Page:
Redlands Daily Facts from Redlands, California on April 2, 1964 · Page 12
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Redlands Daily Facts from Redlands, California · Page 12

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Thursday, April 2, 1964
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Page 12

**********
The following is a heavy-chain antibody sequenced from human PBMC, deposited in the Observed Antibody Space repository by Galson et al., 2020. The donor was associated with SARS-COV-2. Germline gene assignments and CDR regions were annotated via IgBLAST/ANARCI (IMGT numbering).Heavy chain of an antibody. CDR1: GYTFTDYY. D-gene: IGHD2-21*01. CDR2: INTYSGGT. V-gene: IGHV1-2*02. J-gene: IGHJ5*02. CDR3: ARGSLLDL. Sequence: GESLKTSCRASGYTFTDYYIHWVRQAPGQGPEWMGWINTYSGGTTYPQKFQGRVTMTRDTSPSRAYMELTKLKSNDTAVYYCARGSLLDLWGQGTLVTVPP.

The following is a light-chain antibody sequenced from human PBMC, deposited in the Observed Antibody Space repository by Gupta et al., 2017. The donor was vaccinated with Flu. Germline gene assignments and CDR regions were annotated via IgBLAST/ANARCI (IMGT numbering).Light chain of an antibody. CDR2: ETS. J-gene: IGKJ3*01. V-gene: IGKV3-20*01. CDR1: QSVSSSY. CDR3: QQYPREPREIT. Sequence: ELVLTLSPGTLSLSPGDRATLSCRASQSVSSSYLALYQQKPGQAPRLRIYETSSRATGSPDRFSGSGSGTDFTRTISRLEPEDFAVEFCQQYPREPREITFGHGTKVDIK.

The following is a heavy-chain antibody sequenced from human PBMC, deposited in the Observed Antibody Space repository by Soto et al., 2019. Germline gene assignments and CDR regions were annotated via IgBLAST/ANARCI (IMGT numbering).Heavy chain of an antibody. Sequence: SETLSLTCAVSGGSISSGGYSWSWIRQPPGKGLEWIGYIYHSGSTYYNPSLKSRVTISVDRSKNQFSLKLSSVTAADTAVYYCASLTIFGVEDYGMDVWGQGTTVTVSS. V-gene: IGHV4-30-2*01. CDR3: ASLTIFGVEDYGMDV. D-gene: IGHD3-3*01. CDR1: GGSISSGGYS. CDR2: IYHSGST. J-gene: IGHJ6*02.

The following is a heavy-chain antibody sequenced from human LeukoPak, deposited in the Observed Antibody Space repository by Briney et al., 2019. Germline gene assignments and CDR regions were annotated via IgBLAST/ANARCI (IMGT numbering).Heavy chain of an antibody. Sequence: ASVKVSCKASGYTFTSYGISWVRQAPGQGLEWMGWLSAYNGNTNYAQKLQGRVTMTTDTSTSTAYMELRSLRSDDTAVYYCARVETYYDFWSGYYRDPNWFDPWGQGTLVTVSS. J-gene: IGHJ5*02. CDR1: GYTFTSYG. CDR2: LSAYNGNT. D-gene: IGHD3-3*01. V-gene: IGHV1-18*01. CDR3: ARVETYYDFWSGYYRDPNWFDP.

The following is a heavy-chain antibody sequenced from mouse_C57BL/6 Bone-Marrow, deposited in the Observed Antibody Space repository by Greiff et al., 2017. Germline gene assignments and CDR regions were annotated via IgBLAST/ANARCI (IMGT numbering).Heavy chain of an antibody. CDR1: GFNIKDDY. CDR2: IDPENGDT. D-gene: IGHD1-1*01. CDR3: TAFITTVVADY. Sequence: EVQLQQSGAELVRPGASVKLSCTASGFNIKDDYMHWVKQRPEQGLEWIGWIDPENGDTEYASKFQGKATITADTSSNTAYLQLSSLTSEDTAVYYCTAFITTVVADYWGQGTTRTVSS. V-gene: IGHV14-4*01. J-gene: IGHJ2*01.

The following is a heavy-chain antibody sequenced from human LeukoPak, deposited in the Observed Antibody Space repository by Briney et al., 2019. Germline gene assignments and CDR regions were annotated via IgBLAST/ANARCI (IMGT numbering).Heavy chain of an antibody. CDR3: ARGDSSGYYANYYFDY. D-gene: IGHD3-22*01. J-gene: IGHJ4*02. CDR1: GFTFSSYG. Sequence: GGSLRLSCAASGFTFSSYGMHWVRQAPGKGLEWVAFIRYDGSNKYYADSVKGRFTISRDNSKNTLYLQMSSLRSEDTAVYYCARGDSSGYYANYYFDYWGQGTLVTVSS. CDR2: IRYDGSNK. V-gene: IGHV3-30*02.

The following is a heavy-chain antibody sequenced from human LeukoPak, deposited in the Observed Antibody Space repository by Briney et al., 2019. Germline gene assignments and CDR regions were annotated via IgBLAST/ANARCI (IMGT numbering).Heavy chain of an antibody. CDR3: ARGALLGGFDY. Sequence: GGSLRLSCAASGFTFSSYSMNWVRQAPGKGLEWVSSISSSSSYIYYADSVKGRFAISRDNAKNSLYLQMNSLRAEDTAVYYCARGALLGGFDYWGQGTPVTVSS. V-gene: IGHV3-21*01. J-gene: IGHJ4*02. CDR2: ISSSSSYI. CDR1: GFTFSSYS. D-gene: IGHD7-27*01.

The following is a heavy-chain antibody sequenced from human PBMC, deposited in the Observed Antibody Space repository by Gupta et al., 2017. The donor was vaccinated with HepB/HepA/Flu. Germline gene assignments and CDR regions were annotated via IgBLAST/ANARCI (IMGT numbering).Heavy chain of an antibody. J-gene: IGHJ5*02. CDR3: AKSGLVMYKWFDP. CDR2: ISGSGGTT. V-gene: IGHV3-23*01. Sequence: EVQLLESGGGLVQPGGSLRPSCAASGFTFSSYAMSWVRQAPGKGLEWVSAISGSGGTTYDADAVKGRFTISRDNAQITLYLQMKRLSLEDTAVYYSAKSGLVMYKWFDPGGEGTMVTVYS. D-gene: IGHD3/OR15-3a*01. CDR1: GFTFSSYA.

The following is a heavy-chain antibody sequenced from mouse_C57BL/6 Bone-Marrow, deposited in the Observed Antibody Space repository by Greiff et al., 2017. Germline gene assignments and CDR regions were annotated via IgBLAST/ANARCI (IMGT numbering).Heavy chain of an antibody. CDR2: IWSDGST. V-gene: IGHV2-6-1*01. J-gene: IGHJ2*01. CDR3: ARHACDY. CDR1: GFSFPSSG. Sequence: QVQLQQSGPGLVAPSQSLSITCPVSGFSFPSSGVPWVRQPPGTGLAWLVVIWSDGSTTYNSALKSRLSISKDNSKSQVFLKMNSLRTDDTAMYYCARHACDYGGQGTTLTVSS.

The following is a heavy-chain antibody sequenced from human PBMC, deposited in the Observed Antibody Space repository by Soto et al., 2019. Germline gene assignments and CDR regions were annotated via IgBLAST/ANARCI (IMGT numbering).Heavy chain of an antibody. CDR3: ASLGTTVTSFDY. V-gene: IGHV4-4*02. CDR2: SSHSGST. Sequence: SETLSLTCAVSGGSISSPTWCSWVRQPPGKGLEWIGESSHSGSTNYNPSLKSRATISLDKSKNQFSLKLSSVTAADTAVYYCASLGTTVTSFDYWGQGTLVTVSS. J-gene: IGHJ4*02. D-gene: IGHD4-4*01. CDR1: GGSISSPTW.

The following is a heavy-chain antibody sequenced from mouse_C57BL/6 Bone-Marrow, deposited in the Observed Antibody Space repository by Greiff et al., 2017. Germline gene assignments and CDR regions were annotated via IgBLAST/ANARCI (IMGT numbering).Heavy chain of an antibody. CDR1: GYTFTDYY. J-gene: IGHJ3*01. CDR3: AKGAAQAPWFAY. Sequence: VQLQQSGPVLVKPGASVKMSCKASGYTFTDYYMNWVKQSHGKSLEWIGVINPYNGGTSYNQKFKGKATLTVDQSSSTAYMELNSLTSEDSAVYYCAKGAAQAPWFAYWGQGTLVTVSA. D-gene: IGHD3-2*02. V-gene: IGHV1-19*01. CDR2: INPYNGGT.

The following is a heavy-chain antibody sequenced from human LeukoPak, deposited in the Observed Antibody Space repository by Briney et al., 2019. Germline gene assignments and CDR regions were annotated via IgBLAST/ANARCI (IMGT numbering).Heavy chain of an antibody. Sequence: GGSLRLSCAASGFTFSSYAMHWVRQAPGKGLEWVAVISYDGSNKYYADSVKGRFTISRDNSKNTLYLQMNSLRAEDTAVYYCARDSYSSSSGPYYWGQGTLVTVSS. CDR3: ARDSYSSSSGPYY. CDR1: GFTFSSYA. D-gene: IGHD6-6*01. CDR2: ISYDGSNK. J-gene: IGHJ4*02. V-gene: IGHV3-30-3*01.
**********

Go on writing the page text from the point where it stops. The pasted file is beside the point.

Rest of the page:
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R»dlands Daity Facfs 12-Ilnn,April2 ,ni4 Are Dodgers training for Olympics? By United Press Intcmalionil Are the Los Angeles Dodgers training for the start of another baseball season — or for the Olympic track team? That's what the Minnesota Twins were asking Wednesday after the World Champions literally ran circles around them in scoring a 7-3 victory at Vero Beach, Fla. The Dodger "sprinters" collected five of their 13 hits on drag bunts, stole four bases and clicked off five successful hit-and-run plays. Dashman Maury Wills was in mid-season form as he awed the Twins with a double, two bunt singles and a stolen base. A three-run burst by the Dodgers in the third inning featured a successful drag bunt by Wills, a single by Tommy Davis, a sacrifice fly by Ron Fairly and three stolen bases. Three bunts, including a safe squeeze by pitcher Larry Sherry, helped the champs add a pair in tlie sixth. Pitches One-Hitter Sherry tuned in his top performance of the spring by limiting the Twins to one hit over -the final four innings. Tracy Stallard of the New York Jlets turned in the spring's first victorious complete game by blanking the Cincinnati Heds, 3-0, on six hits. The fast-balling righthand­ er struck out eight, walked one and didn't allow a Cincinnati runner to reach second base. The Mets scored all their uns in the first five innings off rookie southpaw John Flavin. It was the Reds' fifth straight loss and their 10th in 17 exhibitions. Bob Friend also went the route for the Pittsburgh Pirates but dropped a 4-0 verdict to the Baltimore Orioles. Robin Roberts faced onl y22 batters over the first seven innings and stopped the Pirates with two singles. Harvey Haddix blanked his old Piltsburgh mates in the last hvo frames. Win 10th Straight The Milwaukee Braves won their 10th straight game against American League opposition by riding Hank Aaron's fifth home nm of the training season to a 5-3 triumph over the Chicago AVhite Sox. However, the other half of the White Sox' spUt squad emerged with a 12-7 victory over the Washington Senators, on a seven-run rally in the eighth Inning. Charlie Maxwell drove in four Chicago runs with a triple nada single. In other exhibitions, the SL Louis Cardinals edged the Philadelphia Phillies, 6-5; the New York Yankees downed the Detroit Tigers, 4-2; the Los Angeles Angels scored a comeback 10-7 victory over the San Fran Cisco Giants and the Chicago Cubs turned back the Boston Red Sox, 8-7. '-mm NEW VARSITY- CHEERLEADERS - These six girls and one boy will become those bouncing cheerleaders next fail when Redlands fans start climbing those football bleachers again. Selection of cheerleaders was made by a shident-faculty panel of 10 judges over a three-day period. These seven were selected from about TOO hopefuls. Sharon Hicks, third from right, and a senior, will be the head cheerleader. The new cheerleaders are Janie Stenehjem, forground, and 0 to r) Sally Van Dorin, Kathy Robinson, Tilden Spencer, Mis» Hicks, Mary Frances Lenker and Jane Siever. (Facts photos by C. J. Kenison) Terrier swim team meets Fontana Friday Final dual meet of the 1964 Terrier swim season will be agamst Fontana high tomorrow evening at 7 o'clock in the University of Redlands pool. The meet is open to the public and there is no charge. Coach Ronald Stutt's swimmers also had a meet this afternoon with Pacific in the Pirate's pool. Next week the Terriers break their spring vacation with a preliminary swim April 7 in the Upland Invitationals and the finals mill be Saturday April 11. The CBL preliminaries are April 15 at Fontana and the finals are April 18 at Riverside. Angels take on Chicago MESA, Ariz. (UPI)—The Los Angeles Angels take on the Chi cago Cubs today in a Cactus League game. The Angels defeated the hot San Francisco Giants Wcdnes day, 10-7, on home runs by Lee Thomas, Charlie Dees and Dick Simpson. Thomas slammed a grand slam homer in the third inning off Bob Hendley, and then hit another ound tripper with one runner aboard in the eighth. The Giants jumped to a 50 lead against pitcher Bo Bclin- sky, but the Angels caught them in the seventh when they scored four runs off Don Larsen. It was only the second loss suffered by the Giants against American League teams and both were at the hands of the Angels. Track team takes on Ramona there Friday Fresh from an inspiring vie tory over tough Chaffey, the Terrier track team will be out' to top another hurdle on the path to the CBL championship when they meet Ramona of Riverside tomorrow at 3 p.m. on the Ramona field. But Ramona will be looking for the upset since they, too, are undefeated in CBL compe tition and bounced Colton 64-40 earlier this week. Coach Bill Cunningham said today that the Terriers came out of their meet with Chaffey in good shape physically and that Steve Huffstutler is returning to top form after his tendon injury. While the coach was not making any predictions, Ramona should have a bad time of it if the Ramona-Colton meet was an example. Redlands should come up with at least two places in the 100 and 220 and walk off with the 880, the mile, the high jump and shot put The hurdles could be a real race since Gary Chapman of Ramona won both highs and lows last week against Colton. His times were 15.2 and 19.7 while Huffstutler beat Chaffey with 15.0 and 19.7 races. However, Huffstutler has run the lows in 18.9 akeady this season. Czechs open tour NEW YORK (UPI)-The National AAU announced Wednesday that seven Czechoslovakian gymnastic stars will open a tour of the eastern United States by competing against a U.S. team at the U.S. Merchant Marine Academy, King's Point, N.Y., Sunday, April 5. Posfpones opening AKRON, Ohio (UPI) - Ascot Park, which was scheduled to begin Thoroughbred racing today, has postponed its opening until Friday because of snow and freezing temperatures. Marks drops Colvin Shafer BOLLING AFB, D.C. (UPD- David Marks of Los Angeles, dropped Calvin Sbafcr, Beverly, N.J., with a hard right to the head Wednesday night in the second round of their light weight match in the semifinals of the 13Ui U.S. Air Force World Wide Boxing Tournament. Marks set Shafer up with a left feint to the body before delivering his KO punch 23 seconds into the second round. Shafer had Marks stagcring in the opening round. SELL IT TOMORROW With low • cost Classified Ads RHS SONGLEADERS - Also much in evidence of football games next fall will be this new crop of varsity songleoders. Lenore Legg, third from left, is the head songleader. These girls, too, were picked from some 100 hopefuls in a three-day judging. All varsity songleoders and cheerleaders will be juniors or seniors next foil. Shown (I to r) ore Sharon Preston, Ella Wilson, Lenore Legg, Pom Scott, Vicki Edwards and Kathy Franck. Rossini named cooch NEW YORK (UPI)-Lou Rossini of New York University will coach the Puerto Rican Olympic basketball team for the 1964 games in Tokyo. In the Pan-American Games in 1959 and 1963, the Rossini-coached Puerto Rican National team finished second and third, respectively. Hawlts nip Warriors in first game SAN FRANCISCO (UPI) The St. Louis Hawks, always at their toughest when they seem finished, plan to take some light shooting practice today although they came up with plenty of clutch baskets Wednesday night while beating the San Francisco Wariors, 116-111, in their opening NBA Western Di vision playoff finaL "This is the kind of a club that has had to come from behind all year," 0)ach Harry Gallatin said after the Hawks had wiped out a 20-point deficit and knocked off the well - rested Warriors, '"nred? Nobody is tired when he; is winning." Gallatin made this remark when asked if any of his players felt the fatigue. They bad to go the limit to oast the Los Angeles Lakers in the division's semifinal playoff while San Francisco rested for two weeks after winning the regular race. The teams resume play night at the Cow Palace following Wednesday night's rouser that was watched by 5,231 at the University of Sail.Fran­ cisco gym. The survivor of the best of seven series will face the winner of the Eastern Division playoff now going on be tween the Boston Celtics and Cincinnai Royals. Boston, going after its sixth straight NBA crown, beat the Royals, 103-87 in their Tuesday opener. The teams meet in the second game tonight with Cincinnati Coach Jack McMahon fretting over injuries. But it wasn't injuries that hurt the Warriors Wednesday night. It was the return of an old tendency to blow big leads. However, Coach Alex Hannum of tlie losers took the setback in stride. "St. Louis came up with a hot hand," Hannum said. "We got off some good shots ourselves during the final period but they didn't drop in." Richie Guerin paced the Hawks with 32 points. Wilt Chamberlain led all scorers with 37 points and 22 rebounds. LoYoronfe dx^s^ never regained consciousness MENDOZA. Argentina (UPI) —Funeral services were scheduled today for Argentine heavyweight Alejandro Lavorante, who was imconscious for 18 months since his knockout at Los .Angeles, Calif. Lavorante, 27, and the victim of boxing's longest coma, died Wednesday at the home of a relative. Never had he recovered consciousness after his sixth-round knockout by Johnny Riggins of San Francisco at the Los Angeles Olympic Auditorium, Sept a, 962. Slugger Lavorante, a very promising contender who stood suc-feet-three and weighed 212 pounds, underwent brain opera tions and treatments by specialists in the United States and Argentina. Until two weeks ago he did not seem to deteriorate physically. He was able to eat nor-|\ia. mal meals — automatically. He even responded mechanically to some commands but he never opened his eyes. He was guided daily through a routine of exercises at clinics, with electrical stimulation of his muscles and he sat in a chair several hours each day. Wednesday night at San CHEERS FOR THE 'BEES' - These three girls, now in the 9th grade, were among a group of junior high girls who were promoted momentarily to the high school campus to try out for "B" cheerleaders next year when they will be Sophies. Victors were (I to r) Kathy Wincher, Shannon Hobekost and Susie Andrev,-s. Susie will be the head "B" cheerleader. Learn to swim campaign being Ae /d next week The Annual YMCA-Redlands Daily Facts Lcam-toSwim campaign for boys and ^Is in the elementary grades will be conducted in the YMCA pool April 6-10 and registrations are now being accepted at the YMCA office. The campaign is open to any boy or girl eight years of age and older, in the elementary grades, who cannot swim. A fee of $1 per individual is charged for the five lessons. Boys class will be at 9 a.m. and girls later in the morning or in the afternoon. For additional informafion on the program parents are requested to call Wes Ogle, Phy sical director at the Y, phone 792-2700. FOREMAN TO LECTURE H0LLY\VOOD (UPI) - Producer-director Carl Foreman (The Victors) will present a lecture scries at the University of Jerusalem in Israel dealing with movie-making. REGISTRATION BUNK I want to sign up, for the YMCA-Redlands Daily Facts Learn to Swim Campaign which runs from April 6 through April 10, 1964. My Name is and I am years old. My oddresj is Phone number I am now a member of the YMCA... I am not a member so I am enclosing $ My son or daughter has my permission to participate in the learn-to-Swim Campaign. Parent or Guardian Ray Kring chosen to coach in Turkey By HAL WOOD UPI Sports Writer PITTSBURG. Calif. (UPD- In 1947, youthful Ray Kring got the thrill of his life-fime when he cleared the bar at the 14- foot "barrier" in the West Coast relays at Fresno. But today, Kring is riding higher than that. "1 just got word from the state department that I've been approved for a nine months coaching job in Turkey, starting in the fall," said Kring, for the past six years successful track and field coach at Pittsburg High School Kring is taking a leave-of- absence from his job at Pitts- instructions—with or without the!glass pole. "And it's a wonderful opportunity, not only for myself and the family to see how some of the rest of the world lives," he says. "But a chance to help improve their athletic ability.' Kring made his big splash in the headlines in 1947 with that 14-foot vault with the oU Uped bamboo pole. He tied for the championship with three other men, including Goinn Smith, who later went on to win the Olympic championship with a leap of just an inch and a half higher. "But shortly after that the I metal poles came out," he said. burg to see what he can do' about improving the track and field technique of the Turks. The State Department is pa>ing me the same salary that I would receive here," says Ray. "But I'm taking my wife and four children along too. However, there is no income tax there, so what I'll save on income tax will nearly take care of their ti-ansportation costs." What Kring doesn't know about the Turks would fill a large book. And what he doesn't know about the language is as- tronomicaL But he figures that anybody can follow coaching!".^d then along comes this spoken word. "I'm not taking anything away from the fellows on the glass poles. But it is an entirely different event now. It takes an entirely different tj-pe of athlete to be a pole vault champion these days." Will he be teaching with the glass pole in Turkey? "I don't know a thing about what sort of equipment we'll have," he says. "Only I know glass poles are very expensive. The prices run better than $50 to $75 each. His coach once told me that Oklahoman J.D. Martin broke 50 glass poles in one year when he was in his prime. "I'm certain the Turkish economy would take a dim view of that" U.R. loses to Santa Barbara The University of Redlands tennis team fell upon a dark day yesterday in a match, with the University of California at Santa Barbara. The non-league score was 8-1 — in favor of Santa Barbara. The Bulldogs lost every doubles match and only Hoyt managed to pull out a win in the singles by 2-6, 6-3, 10-8 over Dompe. WHL standings (1st Round—Best of Seven) W L CF CA San Francisco 4 1 21 18 PorUand 14 18 21 (San Francisco wins semifinal playoff) Los Angeles 2 2 15 17 Denver 2 2 17 15 Wednesday's Result* San Francisco 6 Portland 5 (ot) Denver 3 Los Angeles 2 Thui-sday's Schedule No games scheduled. m OR BETTE By JULIUS BOROS UX 'OPEN CHAMPION 17—CRACK THE WHIP My downswing starts with a pulling down of my left hand and arm toward the ground. This occurs almost concurrently with a lowering of my left shoulder and the return of my right elbow to my side, which insures that my clubhead will return to the ball from "inside" the target line and produce the right-to-left spin X desire on the ball. If this downward pull of the left hand and arm occurs first in the downswing — even before my clubhead starts its return move—my wrist cock vrtll automatically increase slightly. My hands will now definitely be leading the clubhead, a relationship I wish to preserve until impact. Hark back to the time as a youngster when you played "crack the whip." If you were at the end of the line, you would continue running in the original direction until the whip "cracked." The same thing happens at the start of_ the downswing. When your left hand—the "leader"—reverses direction by low-| ering, the clubhead continues its backswmg move — just as the last youngster did on the "whip." Then suddenly the whipping action reaches the clubhead as it begins its return to the ball. Gradually, as the wrists begin to uncock, the clubhead continues to build up momentum. At impact the wrists have un­ cocked fully and the clubhead whips through the ball at maximum speed. DOWNWAKDpnllof left hand and am oeeim.lint. This whipping action of the clubhead vriU be increased ad ditionally if your head does not move forward toward the target] on the downswing. Your body should become almost motionless during impact If your head and i)ody stay steady behind the ball during impact your chibhead will con tinue forward faster than if you were moving forward with it (From the book, Tap Golf or Better* by Jnltiu BCTflc, Copyri(lit by Prentice-Hall, lac, Enzlewood CUXb, NJ.) Francisco, Calif., Riggins said: I am so sorry about his death, had prayed and prayed he would get better. I want to send my regards to his family." Riggins said he didn't realize that Alejandro was hurt when he hit him, "but I guess he was off balance." Lavorante's delayed death was the third 1964 fataility resulting from ring injuries. ITje other two fatalities this year were amateurs — one in the United States and one in Boli- 12 game tryout 20-man Olympic hoop team to be selected NEW YORK (UPI) — Problems begin today for 96 Olympic basketball hopefuls when the referee tosses up an "oversized soccer ball." Then tilings get worse. After three days and 12 games at St. John's University this weekend, the 20 - man Olympic Committee will select 12 of the players and sue alternates to represent the United States in the Olympic games at Tokyo this October. What perplexes the participants is how the U. S. has remained undefeated in Olympic competition (38-0 since 1936) with a basketbaU which is larger and heavier than the ones in use throughout the nation, and under international rules, considerably different from those in vogue here. While working out with the "new" ball Wednesday most of the players agreed it conld best be described as "an oversized soccer balL" It is made of 12 panels, stitched together, and it often takes funny bounces. There were complaints it was hard to control. The international rules require a 30 second clock, much like the 24 second clock in professional basketball, which requires the offensive team to shoot within the specified time. There is no midcourt line, thus there are no backcourt violations, the three - second zone under basket is expanded and foul shooting is held to a minimum by a number of rules. The player only goes to the foul line if he is fouled in the act of shooting and misses ... imtil the last five minutes, when all fouls are penalized with two shots. Hank Iba, the veteran Oklahoma State coach who passed the 700 victory mark this past season, will be the head coach of the U. S. team when it's finally assembled. Results of last night's leagues at Empire Bowl: Forester Mixed Swing-a-Longs 62-46, HUl Benders 61V3-45Vi, Robin's Hood's 60'/i-47ii, Toppers 58V6 - 49V4, Wistful Four 55-53, We Four 51V4-56V4, Slow Starters 51-57, Hootenanannies 49-59, 4-Rcstors 48-60, 4 Pine Cones 43-65. High series — Tom Haugh 610, Mary Melcher 537; High game — Tom Haugh 224, Mary Melcher 201. 20O dub — T. Haugh 222-224, R. Thompson 202, M. Melcher 201. Mixed-Four Sedgwick Amegard 52',S-34V4, Babcock Const. 52-35, aVT Rec Club 51-36, Jacinto and Son, 50'A-i2¥i. Save-U-More 44'^^2Vi, Farmers Ins. 44-43. Nance Engineers iHi-GV:, Corrigan Chevron 42-45, The Foursome 40-47, Duperron Sprinklers 37 - 49i4, Fisherman's Retreat 29-58. High series — Ray Pirrung 586, Peggy Tate 473; High game — Ray Pirrung 233, Peggy Tate 193. 200 Club — S. Thomas 202, D. Dietzel 213, R. Pirrung 233, J. Hensley 224. Freeway Dodgers Redlands Car Wash 52V4-34Vi, First American TiUe Co. 52-35, Gairs 52-35, Richies Steak House 46V^-40!c, Emmersons 46-41, The Pantry 45Vi-40l3, Pinkys 43V4- 42 VJ , Dutch Girl 42«:-44V5, Sorenson Engineering 39-48, Ronda- Sussex 36-51, Jim's Chevron 35<A-5Ui, Huiskens 31-56. High series — Bob Emmerson 608, Lucy Koopman 490; High game — Don Warren 232, Vi Huisken 203. 200 Club — B. Lawrence 212, V. Hisken 203, B. Emmerson 226-201. D. Warren 232. A. Bento 213, C. Huckaby 200, B. Lutes 212, A. Nottingham 202, A. Scherrer 220, J. Holden 201, E. Lockwood 219. Yueaipa Women's Club Save-U-More 52Vi-25V4, Hal's Gals 49-29, Kivett Real Estate 48V6-29i4, Llama Turkey Ranch 47-31, Kerns Market 47-31, Corinne's Smart Shoppe 45-33, Hiiff- man Tile 4i;i-36V4, Oak Glen Eggs 40-38, Jim's Barber Shop 39-39, Calimesa Builders 35-43, LaPetite 33Vi-44i4, Rowdl's 3345, Mike's Barber Shop 33-45, Chemical Exhaust 32V3 - 45%, Morbitzers 27% - 50%, Nans aeaners 20-58. High series — Dot Bruton 542; High game — Dot Bruton 213. 200 Club — D. Bruton 213, P. Buyak 208. Ladies Handicap Garvey Motors 73-43, Elli Belles 70-46, Harolds Shoes 68%47%, SaUy Shops 66% - 49Vi, Waj-ne Gossett Ford 60-56, Jo Nann's 59%-56%, The Sleepers 55%-60%, A and P Auto Parts 53Vi-62%, The Red Bam 44-72, Gay 90's 29-86%. High series — Wenoka Amos 572; lUgh game Wenoka Amos 209. 200 Club — Amos 209, D. Petty 200. At Tri City: B. Peters, with a 245 for a single game and a 598 for series took individual honors in the Wednesday Scratch Trio play at TriCity Bowl this week. Others joining him in the 20O club were C. Alexander 211 and 202, H. Wickert 200, B. Fisher. 225 and T. SeUers, 222. Standings now are A. and P. Auto Parts and Mike's Barber Shop, both 33-19; Woods' Rentals, 25%-26%; Three Aces, 2527; Team No. 4 21-31 and Team No. 2 18V3-33Vi. Marco Hanover wins by half-length ARCADIA (UPI)-Queen's Mohican, first pacer to break the two-minute mile this year, today faced stiff competition, but was the favorite in the featured $10,- OOO Spring Maturity Pace at Santa Anita. In Wednesday's featured Cali- fomian Trot Marco Hanover fought of a determined stretch drive by Glidden Hanover to win by a half-length. The winner covered the mile in 2:03 1-5 on a muddy track and paid $13.20. Express Rodney was third. Kateavage, Giants agree NEW YORK (UPI)-Jim Kat­ eavage, 29, an NFL all-star for the past three years, Tuesday agreed to terms with the New York Giants for 1964. Kateavage wiU be catering his eighth season of professional footbalL The former Dayton lineman has participated in six championship games with the Eastern Division winners.